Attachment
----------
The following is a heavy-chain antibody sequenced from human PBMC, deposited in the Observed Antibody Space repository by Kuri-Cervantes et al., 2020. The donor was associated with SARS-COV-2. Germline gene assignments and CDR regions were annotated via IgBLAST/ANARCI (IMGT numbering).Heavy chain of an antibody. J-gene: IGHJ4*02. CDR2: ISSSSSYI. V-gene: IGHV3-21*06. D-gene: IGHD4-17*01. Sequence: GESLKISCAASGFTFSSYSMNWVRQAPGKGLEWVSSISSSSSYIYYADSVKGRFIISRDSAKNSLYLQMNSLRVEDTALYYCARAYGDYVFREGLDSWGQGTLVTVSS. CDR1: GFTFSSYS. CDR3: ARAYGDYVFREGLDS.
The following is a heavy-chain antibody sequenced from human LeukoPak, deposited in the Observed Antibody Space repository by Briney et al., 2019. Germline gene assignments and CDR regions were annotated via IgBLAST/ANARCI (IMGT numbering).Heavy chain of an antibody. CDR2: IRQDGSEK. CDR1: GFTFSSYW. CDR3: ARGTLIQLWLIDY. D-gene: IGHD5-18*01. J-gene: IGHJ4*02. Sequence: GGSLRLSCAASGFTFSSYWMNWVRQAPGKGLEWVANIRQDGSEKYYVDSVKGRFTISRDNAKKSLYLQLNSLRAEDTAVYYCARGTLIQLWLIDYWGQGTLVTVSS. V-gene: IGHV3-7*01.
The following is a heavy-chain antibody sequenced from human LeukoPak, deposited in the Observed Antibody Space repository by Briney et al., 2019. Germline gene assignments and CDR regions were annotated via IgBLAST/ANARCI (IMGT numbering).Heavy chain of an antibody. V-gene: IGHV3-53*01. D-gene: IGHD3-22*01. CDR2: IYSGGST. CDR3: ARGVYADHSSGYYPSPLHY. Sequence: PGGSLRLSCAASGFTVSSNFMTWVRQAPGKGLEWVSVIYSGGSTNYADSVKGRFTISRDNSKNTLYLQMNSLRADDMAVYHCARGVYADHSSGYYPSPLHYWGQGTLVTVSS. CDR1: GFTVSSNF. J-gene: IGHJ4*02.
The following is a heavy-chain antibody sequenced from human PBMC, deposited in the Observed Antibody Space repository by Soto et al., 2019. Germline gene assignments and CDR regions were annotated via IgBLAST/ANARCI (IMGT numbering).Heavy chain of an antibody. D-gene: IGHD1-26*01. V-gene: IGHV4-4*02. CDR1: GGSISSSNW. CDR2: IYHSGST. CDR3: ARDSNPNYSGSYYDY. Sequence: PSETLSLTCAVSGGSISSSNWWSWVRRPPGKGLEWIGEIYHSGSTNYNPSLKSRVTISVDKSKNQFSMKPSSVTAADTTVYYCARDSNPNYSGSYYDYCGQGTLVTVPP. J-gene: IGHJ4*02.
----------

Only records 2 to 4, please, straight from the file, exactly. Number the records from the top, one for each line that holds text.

The following is a heavy-chain antibody sequenced from human LeukoPak, deposited in the Observed Antibody Space repository by Briney et al., 2019. Germline gene assignments and CDR regions were annotated via IgBLAST/ANARCI (IMGT numbering).Heavy chain of an antibody. CDR2: IRQDGSEK. CDR1: GFTFSSYW. CDR3: ARGTLIQLWLIDY. D-gene: IGHD5-18*01. J-gene: IGHJ4*02. Sequence: GGSLRLSCAASGFTFSSYWMNWVRQAPGKGLEWVANIRQDGSEKYYVDSVKGRFTISRDNAKKSLYLQLNSLRAEDTAVYYCARGTLIQLWLIDYWGQGTLVTVSS. V-gene: IGHV3-7*01.
The following is a heavy-chain antibody sequenced from human LeukoPak, deposited in the Observed Antibody Space repository by Briney et al., 2019. Germline gene assignments and CDR regions were annotated via IgBLAST/ANARCI (IMGT numbering).Heavy chain of an antibody. V-gene: IGHV3-53*01. D-gene: IGHD3-22*01. CDR2: IYSGGST. CDR3: ARGVYADHSSGYYPSPLHY. Sequence: PGGSLRLSCAASGFTVSSNFMTWVRQAPGKGLEWVSVIYSGGSTNYADSVKGRFTISRDNSKNTLYLQMNSLRADDMAVYHCARGVYADHSSGYYPSPLHYWGQGTLVTVSS. CDR1: GFTVSSNF. J-gene: IGHJ4*02.
The following is a heavy-chain antibody sequenced from human PBMC, deposited in the Observed Antibody Space repository by Soto et al., 2019. Germline gene assignments and CDR regions were annotated via IgBLAST/ANARCI (IMGT numbering).Heavy chain of an antibody. D-gene: IGHD1-26*01. V-gene: IGHV4-4*02. CDR1: GGSISSSNW. CDR2: IYHSGST. CDR3: ARDSNPNYSGSYYDY. Sequence: PSETLSLTCAVSGGSISSSNWWSWVRRPPGKGLEWIGEIYHSGSTNYNPSLKSRVTISVDKSKNQFSMKPSSVTAADTTVYYCARDSNPNYSGSYYDYCGQGTLVTVPP. J-gene: IGHJ4*02.